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BOSTON -- Following a 2-1 loss to the Washington Capitals in Game 4 of their first-round playoff series on Thursday, the Boston Bruins wore frustration and bewilderment on their faces as they were left wondering what they could have done to beat goalie Braden Holtby more than once on 45 shots.
"We had so many chances that my line could have scored five goals easily," David Krejci told reporters after the game. "But we didn't so it's frustrating."
|The Bruins' dejection after scoring just one goal on 45 shots Thursday seemed to have passed by Friday.|
On Friday, the airwaves and Internet were full of Bruins fans and media expressing concern and pessimism about the Bruins' chances in what has become a best-of-three series, with Game 5 on Saturday at TD Garden.
But after coach Claude Julien shuffled his lines in practice in hopes of sparking the offense, any frustration from Thursday night seemed to have faded. There was no sense of panic from a team that erased 2-0 series deficits against the Montreal Candiens and Vancouver Canucks last postseason, staying even-keeled regardless of previous games and outside pressure.
"It seems to me that you guys [the media] are a lot more panicked than we are," alternate captain Chris Kelly said Friday. "It's a good hockey team over there. We're tied 2-2. We've scored seven goals, they've scored seven goals and I think it's been an entertaining series. Both sides have been good in their own end and both goalies have been good. So to me, that's the way playoff hockey should be.
"By no means is there any panic in this room and I'm sure there's no panic in their room. It's two good teams playing a best-of-three series now as opposed to a best-of-seven."
But if there's no panic with the Bruins, then why did Julien make the line changes Friday, moving his top two goal-scorers from the regular season -- Tyler Seguin and Brad Marchand -- down the depth chart to the third and fourth lines, respectively?
"I don't know and really don't care. I seem to have my gray shirt (practice jersey) every day so I didn't notice," Kelly joked. "But to be honest, sometimes changing things up isn't a bad thing. I think the luxury with our team is everyone has played with one another at one point. Claude has lots of options, so why not use one of our strengths?"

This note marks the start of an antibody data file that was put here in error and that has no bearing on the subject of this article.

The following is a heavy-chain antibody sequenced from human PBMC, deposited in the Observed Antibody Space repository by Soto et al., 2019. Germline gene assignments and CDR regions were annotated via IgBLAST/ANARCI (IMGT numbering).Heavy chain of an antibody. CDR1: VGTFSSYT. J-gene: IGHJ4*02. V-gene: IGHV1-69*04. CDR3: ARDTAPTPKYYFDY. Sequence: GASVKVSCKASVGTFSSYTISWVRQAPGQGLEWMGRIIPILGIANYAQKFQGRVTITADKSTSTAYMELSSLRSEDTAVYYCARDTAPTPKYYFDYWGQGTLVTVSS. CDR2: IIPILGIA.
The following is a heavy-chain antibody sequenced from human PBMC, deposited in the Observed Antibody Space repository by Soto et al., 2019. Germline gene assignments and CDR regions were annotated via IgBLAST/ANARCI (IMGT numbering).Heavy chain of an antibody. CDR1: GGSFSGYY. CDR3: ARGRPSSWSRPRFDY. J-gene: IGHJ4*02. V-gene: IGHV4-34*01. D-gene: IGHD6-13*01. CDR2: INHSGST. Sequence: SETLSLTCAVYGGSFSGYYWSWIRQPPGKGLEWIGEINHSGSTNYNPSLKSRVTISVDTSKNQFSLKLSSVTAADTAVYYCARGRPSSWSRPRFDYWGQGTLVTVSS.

Julien has coached enough playoff games to gauge the feel of a dressing room, and he agreed with Kelly's assessment, suggesting fans and media need to step off the ledge. This isn't a 2-0 series deficit, but rather a deadlocked series where both teams have been evenly matched.
"I think the outside is overreacting to stuff. It's a 2-2 series right now. We're not down in it; it's tied," Julien said. "We've done a lot of good things. At the end of the day, we just haven't scored. That's the only major issue right now that we have is the fact that we're not scoring.
"When you look at the game [Thursday], whether we had less hits than them, well when you play with the puck most of the night, they're going to be coming after you, you're not after them. So there's a lot of things that you have to look at to understand what makes sense here. I thought last night we did everything very well. We spent a lot of time in our own end, they didn't have a lot of scoring chances and neither did we. But we feel we can create a lot more than that."
The fact remains that of the 148 shots the Bruins have taken so far in the series, only seven have beaten Holtby. As Game 4 went on, Boston's shots became desperate rather than calculated. Frustration set in to the point where the Bruins weren't even entering the offensive zone with their trademark speed and aggression, leaving no time and space to create.
But as Marchand pointed out, the key will be to keep shooting and pressing. The Bruins admittedly were rattled and frustrated after Game 4, but Marchand said he didn't think the frustration would carry over, and there was a clear sense of optimism on Friday.
"There's not a lot of time and space out there and things happen really quickly and you only have half a second to make a decision whether you're going to shoot it or make a play," Marchand said.
"We're shooting and it's never a bad decision to shoot the puck. So we're doing a good job and we just have to keep going."